Keep ISIS out: US should follow Brits’ lead
President Obama said last Thursday that he doesn’t “have a strategy yet” to combat ISIS in the Middle East. Worse is what he didn’t say — not one word about how to prevent ISIS from attacking us here at home.
That’s despite security experts warning Congress repeatedly that we should take seriously ISIS’ gory threats to spill American blood on our soil, not just beheadings over there.
Compare Obama’s inaction to Prime Minister David Cameron’s decisive action.
After Britain last week raised the terror-threat assessment there to “severe,” meaning an attack is “highly likely,” Cameron called for revoking passports of British citizens returning from Syria and Iraq and cracking down on jihadist recruiters, even by censoring the Internet and rounding up extremist organizers.
These proposals are sparking a lively debate in Britain over balancing security and civil rights.
Meanwhile, Cameron worked through the weekend to bring several proposals to the House of Commons on Monday. That’s the same weekend President Obama spent at a barbecue, two fund-raisers and the wedding of the White House chef.
Also MIA are House Speaker John Boehner, off on a 14-state fund-raising bus tour, and Senate Majority Leader Harry Reid, busy politicking in Nevada. Yet when there’s a leadership vacuum in the White House, Congress needs to step in.
That means getting to work on thwarting jihadists with US or European passports from importing ISIS-style terror here.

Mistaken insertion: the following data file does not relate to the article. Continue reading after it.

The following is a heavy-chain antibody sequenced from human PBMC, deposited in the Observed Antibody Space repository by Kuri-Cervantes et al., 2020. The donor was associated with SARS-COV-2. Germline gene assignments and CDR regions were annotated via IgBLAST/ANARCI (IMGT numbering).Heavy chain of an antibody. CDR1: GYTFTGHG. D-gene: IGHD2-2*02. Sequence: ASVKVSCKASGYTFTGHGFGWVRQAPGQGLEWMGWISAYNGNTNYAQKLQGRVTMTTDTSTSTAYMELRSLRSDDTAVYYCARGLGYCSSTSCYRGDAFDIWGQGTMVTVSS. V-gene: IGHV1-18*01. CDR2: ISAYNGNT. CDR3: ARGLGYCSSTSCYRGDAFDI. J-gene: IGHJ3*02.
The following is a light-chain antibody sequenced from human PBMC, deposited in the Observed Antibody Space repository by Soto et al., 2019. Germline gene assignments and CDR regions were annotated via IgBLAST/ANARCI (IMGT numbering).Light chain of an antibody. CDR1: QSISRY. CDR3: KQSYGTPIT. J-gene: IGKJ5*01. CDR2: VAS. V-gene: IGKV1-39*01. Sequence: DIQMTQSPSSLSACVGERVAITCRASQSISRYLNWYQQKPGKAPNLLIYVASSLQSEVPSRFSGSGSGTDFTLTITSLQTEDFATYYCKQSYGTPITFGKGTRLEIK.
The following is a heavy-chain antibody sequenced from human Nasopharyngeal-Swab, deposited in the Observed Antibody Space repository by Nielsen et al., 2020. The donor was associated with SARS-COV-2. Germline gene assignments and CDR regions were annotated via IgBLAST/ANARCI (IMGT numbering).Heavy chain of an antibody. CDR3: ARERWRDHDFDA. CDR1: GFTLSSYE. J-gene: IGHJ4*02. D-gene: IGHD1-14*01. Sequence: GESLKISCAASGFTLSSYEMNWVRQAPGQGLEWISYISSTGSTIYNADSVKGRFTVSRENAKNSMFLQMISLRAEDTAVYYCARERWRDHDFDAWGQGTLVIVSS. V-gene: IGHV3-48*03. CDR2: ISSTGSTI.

A year ago, on Aug. 23, 2013, then-FBI Director Robert Mueller raised that danger in an ABC News interview.
In January and again in February of this year, Obama’s director of National Intelligence told Congress it was a “huge concern” that ISIS training camps in Syria are preparing “people to go back to their home countries and conduct terrorist acts.”
Just days before breaking for August vacation, Congress was alerted again. On July 29, security expert Max Boot warned that ISIS is a “clear and present danger” to America, a warning repeated by several other expert witnesses.
Spasms of ISIS violence are already occurring in the West. On May 24, Mehdi Nemmouche, a Frenchman who spent 11 months fighting with ISIS in Syria before returning to Europe, opened fire at the Jewish Museum in Brussels, killing four.
It’s common sense that Americans who’ve gone to the Middle East to fight with ISIS should be barred from returning, yet so far nothing is being done.
We’ve already heard of ISIS fighters Douglas McCain from Illinois, Moner Mohammad Abusalha from Vero Beach, Fla., and Mohammad Hamdan from Detroit. Who knows for sure how many more there are?
The US government can and should revoke the passports of any Americans who’ve joined up with ISIS. Contrary to what many believe, international travel is not a fundamental constitutional right.
Federal courts have ruled that citizens can have their passports revoked or be put on a No Fly List. The only condition is that they get due process, meaning they’re told about it and get a hearing after the fact.
Congress should also bar travel to countries like Syria, where terrorists run training camps. Anyone wanting to go would have to get US government clearance. That’s the substance of a pending bill, H.R. 4223, intended to close off regions that could be launching pads for terror attacks here.
These precautions won’t eliminate the danger entirely. (For example, ISIS is reportedly making fraudulent passports, and there are other ways to sneak into the country.) But not taking these precautions is foolhardy.
Time is short. The House reconvenes on Sept. 8 and will meet for only 12 days before its members take off again to campaign for the November elections. Reid plans to close up shop in the Senate even sooner.
With no time to spare, lawmakers will have to pass spending bills for the coming year, among other matters.
In view of the ISIS threat, you’d think Boehner and Reid would shorten the August vacation and call a special session. But golf and politicking seem to preoccupy them as well as the president.
Betsy McCaughey is author of “Government by Choice: Inventing the US Constitution” and a former lieutenant governor of New York.